Electronic Arts recently came under a fair amount of derision from the PC gaming crowd. The reason? A rather brash statement by EA Vice President Andrew Wilson.
‘Even though there were some PCs on the marketplace that could run that engine, the lion’s share of PCs on the marketplace could not,’ Wilson said, speaking on the new EA Sports engine (Ignite). ‘And the majority of the gamer base that was playing the game on PC did not have a PC spec that would work with that.’
This statement was immediately met with outright hostility across every forum and comment page, with PC gamers pointing out (rightly so) that the so-called next-generation consoles are actually midrange PCs at best. To add more fuel to the fire, there’s the fact that the Xbox, PS4 and PC are all x86-based systems, and therefore getting a game to run on all three should be easy as pie. Comments, as one can see, are quite negative:
“I do not have a TOP computer like some projects that we can see in the projects section, but my specs are superior than the specs of these new generation consoles. EA claims new consoles as power PCs???? Do they know what a power PC is?
Definitely an approach to sell new consoles, after 1/2 years I would like to know if EA has the same opinion…
Moreover their stupid store as far as I know is not as used as steam, so I do not know if this is an approach to kill PC gaming and on-line stores.”
“Is that not the point of printing the minimum specifications on the game’s box ? do people not bother reading them now or something ?
Bloody EA slowly but surely killing off gaming !”
“Biggest load of bull i have heard next to games on consoles running 2x the performance of a comparable pc
the carmack tweet was for specific graphics functions when you read the whole interview compared to dx9 but in the whole program its never near 2x when optimised for the hardware if they can even make the game that well optimised..
the fact the ps4 and x180 are low end cpu’s with mid range gpu’s and they initially make the games on pc in the first place makes this bull.”
“Sounds like an excuse for bad programming.”
Quite negative, indeed. My first reaction is and was to jump in with the bandwagon and full-out hate on EA. Considering that any decent gaming PC these days can match and exceed a console, there seems to be no reason for this “buy a console” crapfest.
That’s where the kicker sets in.
A “decent gaming pc” by our standards is not the norm.
In fact, it’s far from it. The gaming/enthusiast PC market is small. Maybe 10% of PC users are power users with proper hardware. These are the legions of avid enthusiasts who post their rigs on hardforums, diss AMD octa-core processors as small cheese and play every game that comes out on 1080p at 60 FPS.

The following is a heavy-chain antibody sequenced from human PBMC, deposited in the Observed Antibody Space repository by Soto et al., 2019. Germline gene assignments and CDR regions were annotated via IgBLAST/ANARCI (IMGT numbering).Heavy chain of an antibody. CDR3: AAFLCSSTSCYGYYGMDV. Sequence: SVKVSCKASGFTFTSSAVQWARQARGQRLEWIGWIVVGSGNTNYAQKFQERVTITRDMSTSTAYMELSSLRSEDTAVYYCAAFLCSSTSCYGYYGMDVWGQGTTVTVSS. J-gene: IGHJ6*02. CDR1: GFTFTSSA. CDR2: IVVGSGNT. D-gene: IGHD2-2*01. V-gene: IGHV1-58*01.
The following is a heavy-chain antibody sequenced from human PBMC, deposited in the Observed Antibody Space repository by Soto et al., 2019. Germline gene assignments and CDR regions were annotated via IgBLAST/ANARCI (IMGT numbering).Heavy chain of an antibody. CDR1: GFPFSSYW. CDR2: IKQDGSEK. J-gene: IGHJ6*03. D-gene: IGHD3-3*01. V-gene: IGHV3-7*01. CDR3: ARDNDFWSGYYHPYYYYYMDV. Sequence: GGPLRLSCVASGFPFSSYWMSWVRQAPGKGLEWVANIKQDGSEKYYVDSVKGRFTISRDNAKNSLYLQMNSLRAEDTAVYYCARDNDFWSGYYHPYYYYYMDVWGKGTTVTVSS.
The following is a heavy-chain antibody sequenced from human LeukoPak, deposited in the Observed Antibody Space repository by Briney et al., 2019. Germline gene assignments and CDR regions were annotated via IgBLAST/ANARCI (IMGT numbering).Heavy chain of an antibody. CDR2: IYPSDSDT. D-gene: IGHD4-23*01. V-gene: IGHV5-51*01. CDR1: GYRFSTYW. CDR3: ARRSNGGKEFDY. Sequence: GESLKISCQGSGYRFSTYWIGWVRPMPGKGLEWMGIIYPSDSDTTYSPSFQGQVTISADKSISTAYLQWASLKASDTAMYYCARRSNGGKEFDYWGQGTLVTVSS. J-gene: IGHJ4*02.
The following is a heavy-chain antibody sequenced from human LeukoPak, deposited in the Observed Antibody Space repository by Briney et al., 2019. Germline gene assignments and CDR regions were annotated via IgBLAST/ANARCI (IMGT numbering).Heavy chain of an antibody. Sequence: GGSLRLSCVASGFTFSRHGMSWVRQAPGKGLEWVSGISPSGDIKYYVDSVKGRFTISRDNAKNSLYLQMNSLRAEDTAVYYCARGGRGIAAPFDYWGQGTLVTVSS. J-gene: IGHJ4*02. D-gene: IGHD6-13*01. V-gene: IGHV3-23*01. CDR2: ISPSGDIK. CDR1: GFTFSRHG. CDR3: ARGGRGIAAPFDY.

But this isn’t the majority of the PC users. The other 90% are not on Ivy or Haswell or Piledriver. They’re rocking 5-year old hardware that was barely midrange at the time of purchase. I myself know several good friends who run rigs that seem almost ancient to an enthusiast: Intel Core 2 Duos paired with Radeon X1600 graphics cards. Being in a first-world country doesn’t change this fact. Most people live off midrange laptops or outdated PCs: that’s a fact. Not everybody can or will upgrade every two years. Not everybody games at Ultra. The average PC spec may indeed be holding down efforts to craft a more realistic or feature-packed engine. To this 90%, a console is indeed a powerful system at a decent price. Add direct access to the hardware layer, reduced software overheads and you’re no doubt in for one hell of a gorgeous experience.
So you’re right, EA: the average PC cannot run Ignite. Hell, the average PC can’t run Minecraft on high.
But that is still no excuse for not putting out a PC version. Those 10% of PC gamers? They’re a huge majority, and with machines that can trample consoles flat any day, you’re looking at nothing but profits by porting Ignite to the PC. After all, it’s not like they’re radically different architectures anymore. The PS3 and Xbox 360 were Cell and PowerPC architectures respectively: not nightmares to port to and from. This time around it’s all x86. That’s as common a denominator as you can get. Even if computational workload is holding you back? Well, that’s no reason not to give a more detailed explanation. How about “We’re sorry, guys, but a Core 2 Duo won’t cut it?” We all know that bullshit about consoles being the next-gen supercomputers ain’t going to cut it anymore. They’re barely current-gen as is.
The only plausible explanation I can think of is if EA is utilizing the GCN architecture of Radeon graphics inside the new consoles to function as compute units. These could run Ai, physics, whatever goes. In this case – and only in this case – am I prepared to concede that it makes little sense to port to a PC: there’s too many possible configs and variables to get things ship-shape. Either that, or you’ve lost faith in your own franchise: you don’t think EA Sports can cut it on the PC anymore.
But if not – if this Ignite engine is just another calculation system at its heart, using the CPU and GPU separately like everything else before it – then EA, go fuck yourselves, ’cause you’re just full of bullshit.
- Say What? Average PC Cannot Handle EA’s Ignite Engine (tomshardware.com)
- Jimquisition: Why PC Gaming Gets Away With It (destructoid.com)
- FIFA 14′s next-gen Ignite engine won’t be coming to PC (pcgamer.com)